Chemical Exposure May Increase Risk of Breast Cancer
08.11.11 Chemical Exposure May Increase Risk of Breast Cancer
"Scientists warn that chemicals may be altering breast development." This is the headline of a recent article published by Environmental Health News (EHN) which suggests that exposure to environmental toxins early in life may play a significant role in altering breast tissue and ultimately lead to an increased risk of breast cancer later in life.
The rise in breast cancer amongst women under age 50 is deeply concerning. According to the American Cancer Society, a woman's chance of developing invasive breast cancer during the course of her lifetime is roughly 1 in 8. Nearly 40,000 women will lose their battle with breast cancer in 2011 alone. These statistics are heartbreaking.
Could exposure to hormone disrupting chemicals - even as early as in the womb - be contributing to breast health concerns? According to the article, scientists have only recently begun to consider this relationship between chemical exposure and breast health.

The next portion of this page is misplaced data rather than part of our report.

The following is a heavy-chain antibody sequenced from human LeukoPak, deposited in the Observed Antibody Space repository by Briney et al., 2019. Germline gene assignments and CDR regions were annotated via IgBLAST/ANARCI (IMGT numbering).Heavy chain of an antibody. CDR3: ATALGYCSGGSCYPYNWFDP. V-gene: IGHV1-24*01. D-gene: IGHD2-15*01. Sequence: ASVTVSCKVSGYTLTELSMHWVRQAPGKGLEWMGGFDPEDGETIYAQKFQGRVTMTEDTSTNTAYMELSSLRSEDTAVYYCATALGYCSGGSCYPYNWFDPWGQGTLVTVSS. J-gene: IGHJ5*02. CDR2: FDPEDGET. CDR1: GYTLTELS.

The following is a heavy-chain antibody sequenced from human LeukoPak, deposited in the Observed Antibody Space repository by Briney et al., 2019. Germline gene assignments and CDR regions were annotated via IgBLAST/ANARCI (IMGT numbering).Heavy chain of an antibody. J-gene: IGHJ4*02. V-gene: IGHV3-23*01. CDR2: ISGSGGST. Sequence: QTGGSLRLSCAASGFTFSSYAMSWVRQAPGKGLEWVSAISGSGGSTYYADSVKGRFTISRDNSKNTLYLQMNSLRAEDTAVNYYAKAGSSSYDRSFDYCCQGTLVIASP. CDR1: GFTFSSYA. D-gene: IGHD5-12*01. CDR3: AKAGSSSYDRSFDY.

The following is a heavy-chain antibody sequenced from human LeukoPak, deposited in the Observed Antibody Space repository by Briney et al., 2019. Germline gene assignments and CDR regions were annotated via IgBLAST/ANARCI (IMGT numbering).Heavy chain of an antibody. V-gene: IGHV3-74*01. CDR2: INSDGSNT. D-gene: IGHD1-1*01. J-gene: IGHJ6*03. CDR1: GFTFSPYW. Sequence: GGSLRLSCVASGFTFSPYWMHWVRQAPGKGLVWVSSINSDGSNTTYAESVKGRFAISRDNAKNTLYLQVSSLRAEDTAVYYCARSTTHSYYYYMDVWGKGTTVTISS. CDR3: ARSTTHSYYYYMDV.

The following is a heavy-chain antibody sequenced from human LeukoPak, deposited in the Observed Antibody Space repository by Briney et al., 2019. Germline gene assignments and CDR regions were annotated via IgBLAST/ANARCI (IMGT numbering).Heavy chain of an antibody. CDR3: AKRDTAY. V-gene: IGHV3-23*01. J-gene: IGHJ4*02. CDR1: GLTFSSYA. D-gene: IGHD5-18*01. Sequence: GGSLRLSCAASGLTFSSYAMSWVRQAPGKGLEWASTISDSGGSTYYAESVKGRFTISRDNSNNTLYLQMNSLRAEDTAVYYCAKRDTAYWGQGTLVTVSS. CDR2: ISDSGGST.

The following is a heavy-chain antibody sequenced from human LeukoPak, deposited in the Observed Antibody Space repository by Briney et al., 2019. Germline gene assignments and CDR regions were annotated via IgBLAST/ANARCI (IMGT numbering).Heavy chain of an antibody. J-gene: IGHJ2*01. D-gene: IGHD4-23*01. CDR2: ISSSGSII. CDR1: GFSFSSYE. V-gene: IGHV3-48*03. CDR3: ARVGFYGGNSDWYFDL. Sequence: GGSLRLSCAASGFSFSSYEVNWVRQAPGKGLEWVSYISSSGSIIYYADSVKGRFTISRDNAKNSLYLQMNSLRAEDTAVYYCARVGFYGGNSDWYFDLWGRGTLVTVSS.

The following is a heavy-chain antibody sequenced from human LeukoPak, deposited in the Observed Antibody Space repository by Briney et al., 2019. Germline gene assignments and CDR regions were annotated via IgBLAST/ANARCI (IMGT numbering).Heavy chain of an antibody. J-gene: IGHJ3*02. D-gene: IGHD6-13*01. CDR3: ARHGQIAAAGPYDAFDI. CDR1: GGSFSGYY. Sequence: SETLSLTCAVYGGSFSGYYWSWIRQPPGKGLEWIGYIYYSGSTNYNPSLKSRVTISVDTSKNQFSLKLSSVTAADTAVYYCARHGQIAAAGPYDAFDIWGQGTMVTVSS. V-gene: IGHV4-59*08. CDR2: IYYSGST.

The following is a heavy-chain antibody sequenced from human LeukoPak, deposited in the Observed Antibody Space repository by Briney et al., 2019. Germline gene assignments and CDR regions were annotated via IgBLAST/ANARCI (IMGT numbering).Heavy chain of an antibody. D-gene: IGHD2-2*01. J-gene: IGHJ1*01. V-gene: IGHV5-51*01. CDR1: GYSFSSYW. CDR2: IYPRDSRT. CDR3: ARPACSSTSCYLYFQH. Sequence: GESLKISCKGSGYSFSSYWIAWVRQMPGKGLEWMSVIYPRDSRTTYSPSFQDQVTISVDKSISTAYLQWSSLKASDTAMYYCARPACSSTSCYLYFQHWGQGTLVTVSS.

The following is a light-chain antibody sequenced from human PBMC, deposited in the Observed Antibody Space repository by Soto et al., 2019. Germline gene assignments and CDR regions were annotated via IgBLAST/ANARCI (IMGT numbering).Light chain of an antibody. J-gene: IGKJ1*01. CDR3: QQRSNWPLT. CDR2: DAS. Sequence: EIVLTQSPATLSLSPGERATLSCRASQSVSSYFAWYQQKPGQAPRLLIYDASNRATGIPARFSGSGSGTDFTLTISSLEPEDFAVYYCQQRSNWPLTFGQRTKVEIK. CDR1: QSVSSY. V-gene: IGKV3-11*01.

Just this past June, reports published based on the findings of over 60 scientists who convened for the Mammary Gland Evaluation and Risk Assessment Workshop urge the federal government to add new testing to identify industrial chemicals and pesticides that may disrupt breast development. Mammary glands, in particular, are very sensitive to hormone disrupting chemicals, which means that even low levels of exposure may be enough to cause adverse effects.
While human testing has not been conducted, scientists point out that the breasts of rodents develop in much the same manner as human breasts. These rodent studies have shown that early exposure can lead to changes in mammary gland development, impaired lactation and an increased risk of developing breast cancer. Also of note, according to EHN, "pregnant women who took an anti-miscarriage drug called DES, a potent synthetic estrogen, in the 1940s through 1960s had a high rate of breast cancer, as did their daughters."
Traditional animal testing - as required by the federal government - has linked over 200 chemicals to breast cancer, but this testing is very basic as it only looks for tumors and not for changes in overall breast development.
Breast cancer is the leading form of cancer in women. These reports are an important step in pushing the federal government to begin assessing and identifying chemicals which may interfere with mammary gland development and contribute to cancer.